Adib Dada finds it difficult to describe his professional role, such is the range and reach of his activities in his hometown of Beirut. Dada is the founder of theOtherDada, an architecture and design consultancy that adopts a holistic approach to projects, from building ‘regenerative’ houses to urban interventions such as saving the Beirut River. ‘I can’t always pin down what I do. I’m definitely an environmental activist, considering how to integrate nature and people, bringing sustainability to all aspects of my work,’ Dada says.
Dada is not the first environmentally engaged architect, but his passion for biomimetic design makes him stand out. After training as an architect in Lebanon, he studied technology and living systems in New York, then gained a graduate certificate in Biomimicry at Arizona State University. ‘[Biomimicry] is design inspired by nature. Everything’s interconnected; we’re part of nature. This is the backbone of my company,’ he explains, outlining how, for instance, driverless cars are modelled on algorithms that look to the navigation skills of ants.
His integrated approach is reflected in a recent afforestation project in the Lebanon, which involved planting 800 trees around blighted Beirut river districts this spring. This quest to ‘rewild’ the city played to Dada’s strengths, prompting him to collaborate with the curatorial organisation Temporary Art Platform as well as artists Omar Fakhoury and Charbel Samuel Aoun. ‘They participated in a workshop which is all part of making us think about how we make public spaces. It’s about inviting artists who can make a difference and at the same time, about integrating the community and other socially engaged practices in rethinking the city.’
He clearly finds working with artists gratifying. In 2016, Nigeria-born artist Otobong Nkanga presented her ongoing landversation performance project at Beirut Art Center, focusing on humanity’s links to the earth. Nkanga’s initiative, touching on social issues and environmental crises, chimed with Dada’s concerns and priorities. ‘In Beirut, we created a table [a circular structure built in an interactive way] based on urban ecology, working with different parties such as indigenous groups and policymakers,’ he says.
Dada also formed part of the landversation multidisciplinary team when the project launched in Shanghai the same year, linking up with local urban planners and activists. ‘That was very much my kind of scheme, incorporating architecture, urban aspects and the ecological angle. Art is a vehicle that can reach out to people, especially with an issue as complex as climate change.’ His other projects in China include designing the exhibition ‘Let’s Talk About the Weather: Art and Ecology’ at the Times Museum in Guangzhou, using leftover and recyclable materials.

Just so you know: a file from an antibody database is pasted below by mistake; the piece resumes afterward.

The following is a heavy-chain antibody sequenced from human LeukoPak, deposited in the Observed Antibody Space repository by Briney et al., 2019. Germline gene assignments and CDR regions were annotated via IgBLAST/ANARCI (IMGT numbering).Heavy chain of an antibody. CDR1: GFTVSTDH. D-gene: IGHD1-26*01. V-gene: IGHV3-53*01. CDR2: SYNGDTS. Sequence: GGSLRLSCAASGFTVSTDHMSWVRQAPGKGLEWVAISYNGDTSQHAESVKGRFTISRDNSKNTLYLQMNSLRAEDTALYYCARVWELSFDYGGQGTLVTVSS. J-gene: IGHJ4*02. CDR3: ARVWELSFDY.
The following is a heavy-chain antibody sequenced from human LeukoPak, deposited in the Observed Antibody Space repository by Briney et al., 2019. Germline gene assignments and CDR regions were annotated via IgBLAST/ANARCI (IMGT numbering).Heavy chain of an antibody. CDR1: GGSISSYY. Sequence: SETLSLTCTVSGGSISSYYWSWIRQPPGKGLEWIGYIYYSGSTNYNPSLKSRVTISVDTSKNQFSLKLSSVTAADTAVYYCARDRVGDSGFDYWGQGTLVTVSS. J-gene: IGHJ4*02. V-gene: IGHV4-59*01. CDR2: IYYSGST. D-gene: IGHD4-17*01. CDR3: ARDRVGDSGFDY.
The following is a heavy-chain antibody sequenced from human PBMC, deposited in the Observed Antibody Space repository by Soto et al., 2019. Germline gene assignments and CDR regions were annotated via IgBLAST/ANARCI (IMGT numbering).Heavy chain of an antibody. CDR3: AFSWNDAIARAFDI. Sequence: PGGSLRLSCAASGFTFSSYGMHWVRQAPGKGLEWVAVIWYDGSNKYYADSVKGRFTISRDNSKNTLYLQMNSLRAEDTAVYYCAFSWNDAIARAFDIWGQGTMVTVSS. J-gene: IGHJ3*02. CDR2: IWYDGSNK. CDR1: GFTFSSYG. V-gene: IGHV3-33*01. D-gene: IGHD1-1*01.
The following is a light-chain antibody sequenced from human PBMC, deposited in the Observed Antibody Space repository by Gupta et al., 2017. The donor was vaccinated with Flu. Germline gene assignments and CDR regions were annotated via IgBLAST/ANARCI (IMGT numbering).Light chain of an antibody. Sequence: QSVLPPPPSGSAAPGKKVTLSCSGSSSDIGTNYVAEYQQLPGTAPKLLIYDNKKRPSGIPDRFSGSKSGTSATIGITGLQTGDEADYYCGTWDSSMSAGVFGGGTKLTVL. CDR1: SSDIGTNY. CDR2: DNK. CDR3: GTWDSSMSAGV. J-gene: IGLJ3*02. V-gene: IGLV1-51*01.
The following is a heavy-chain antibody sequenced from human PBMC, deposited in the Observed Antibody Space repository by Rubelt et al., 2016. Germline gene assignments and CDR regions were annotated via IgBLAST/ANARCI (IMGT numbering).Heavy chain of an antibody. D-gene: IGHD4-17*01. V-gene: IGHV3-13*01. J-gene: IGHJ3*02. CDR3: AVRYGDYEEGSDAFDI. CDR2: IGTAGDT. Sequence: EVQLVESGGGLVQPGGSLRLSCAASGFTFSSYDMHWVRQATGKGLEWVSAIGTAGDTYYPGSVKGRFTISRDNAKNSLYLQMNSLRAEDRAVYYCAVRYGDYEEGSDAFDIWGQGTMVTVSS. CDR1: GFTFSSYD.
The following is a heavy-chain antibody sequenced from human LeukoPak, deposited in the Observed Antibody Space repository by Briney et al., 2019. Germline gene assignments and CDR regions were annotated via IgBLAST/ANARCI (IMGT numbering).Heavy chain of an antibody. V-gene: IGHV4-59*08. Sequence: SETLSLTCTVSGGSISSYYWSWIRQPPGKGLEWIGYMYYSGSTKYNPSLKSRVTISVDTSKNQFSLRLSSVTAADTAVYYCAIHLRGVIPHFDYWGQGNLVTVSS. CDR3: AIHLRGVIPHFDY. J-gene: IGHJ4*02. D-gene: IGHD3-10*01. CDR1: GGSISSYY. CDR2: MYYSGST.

Dada even sees local art and culture project through the prism of nature, viewing them as ‘ecosystems’ to be nourished. Building a contemporary art collection for Le Yacht Club, a members’ venue on Beirut’s waterfront designed by the architect Steven Holl, put his organisational and aesthetic faculties to the test, turning into a three-year project which drew on a raft of local artists, curators and interior designers.
The collection consists solely of works by Lebanese artists. ‘We acquired works by young artists, for around $1,000, and also pieces by more established figures around the $40,000 mark. I was on site in a hard hat with the different artists. And then artists started recommending artists, it was a very organic process.’
Beirut still bears the scars of the civil war that lasted from 1975 to 1990, but Dada is helping cement the city’s status as an art hub in the region. Working with the Saja Foundation, established in memory of his late sister-in-law, he helped convert an abandoned factory on the Batroun coastline outside Beirut into a temporary exhibition space in 2018. The works of Saja Tourbah Dada, a painter and architect, were dotted around the disused site. ‘She loved that place, and it’s not really used as a venue. We told her story there,’ he says.
He has also collaborated with Solidere – a local developer responsible for redeveloping huge swathes of ruined Beirut – launching dramatic public art commissions by the Argentinian-French artist Pablo Reinoso and the Belgian artist Arne Quinze in the Beirut Souks downtown area. Dada clearly feels frustrated though by the red tape of local politics and the ‘roadblocks’ faced by public and private organisations set on launching culture projects. But he remains upbeat. ‘We don’t need that support but it would be good.’
The next decade will bring more strategy projects he hopes to nurture and develop under theOtherDada umbrella. A pilot live/work unit in Beirut is one of several innovative schemes in the pipeline. ‘I never pretend to be a curator. I’m like a creative director with the vision and strategy, and have a knack of finding the right collaborators to build multi-layered projects,’ Dada says.
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